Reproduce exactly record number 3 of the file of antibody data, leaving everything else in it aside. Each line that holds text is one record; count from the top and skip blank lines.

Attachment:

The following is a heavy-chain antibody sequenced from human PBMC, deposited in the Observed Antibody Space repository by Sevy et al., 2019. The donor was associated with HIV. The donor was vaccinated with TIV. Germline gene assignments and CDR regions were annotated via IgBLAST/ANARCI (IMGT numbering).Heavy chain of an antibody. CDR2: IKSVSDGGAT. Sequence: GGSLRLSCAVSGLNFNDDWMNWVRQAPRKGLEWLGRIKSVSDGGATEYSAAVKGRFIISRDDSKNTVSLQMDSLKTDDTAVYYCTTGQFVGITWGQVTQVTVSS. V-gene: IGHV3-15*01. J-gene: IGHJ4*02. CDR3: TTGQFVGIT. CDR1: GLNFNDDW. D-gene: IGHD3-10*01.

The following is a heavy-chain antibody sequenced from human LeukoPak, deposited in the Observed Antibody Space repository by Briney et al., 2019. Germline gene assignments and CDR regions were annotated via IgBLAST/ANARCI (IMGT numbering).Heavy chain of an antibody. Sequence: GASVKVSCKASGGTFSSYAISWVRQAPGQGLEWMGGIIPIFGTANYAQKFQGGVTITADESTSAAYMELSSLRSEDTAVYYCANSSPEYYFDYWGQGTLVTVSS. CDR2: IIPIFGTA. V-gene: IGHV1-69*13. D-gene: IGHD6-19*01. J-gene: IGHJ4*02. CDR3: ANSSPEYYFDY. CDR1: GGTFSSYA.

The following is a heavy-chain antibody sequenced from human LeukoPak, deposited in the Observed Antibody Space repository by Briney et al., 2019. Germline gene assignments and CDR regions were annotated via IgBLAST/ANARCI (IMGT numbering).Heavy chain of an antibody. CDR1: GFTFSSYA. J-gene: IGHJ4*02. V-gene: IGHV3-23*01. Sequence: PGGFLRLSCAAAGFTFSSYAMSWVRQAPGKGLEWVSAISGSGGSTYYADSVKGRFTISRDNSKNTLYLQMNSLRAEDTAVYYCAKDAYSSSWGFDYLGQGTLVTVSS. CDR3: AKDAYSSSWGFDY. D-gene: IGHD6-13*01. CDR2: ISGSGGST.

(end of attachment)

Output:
The following is a heavy-chain antibody sequenced from human LeukoPak, deposited in the Observed Antibody Space repository by Briney et al., 2019. Germline gene assignments and CDR regions were annotated via IgBLAST/ANARCI (IMGT numbering).Heavy chain of an antibody. CDR1: GFTFSSYA. J-gene: IGHJ4*02. V-gene: IGHV3-23*01. Sequence: PGGFLRLSCAAAGFTFSSYAMSWVRQAPGKGLEWVSAISGSGGSTYYADSVKGRFTISRDNSKNTLYLQMNSLRAEDTAVYYCAKDAYSSSWGFDYLGQGTLVTVSS. CDR3: AKDAYSSSWGFDY. D-gene: IGHD6-13*01. CDR2: ISGSGGST.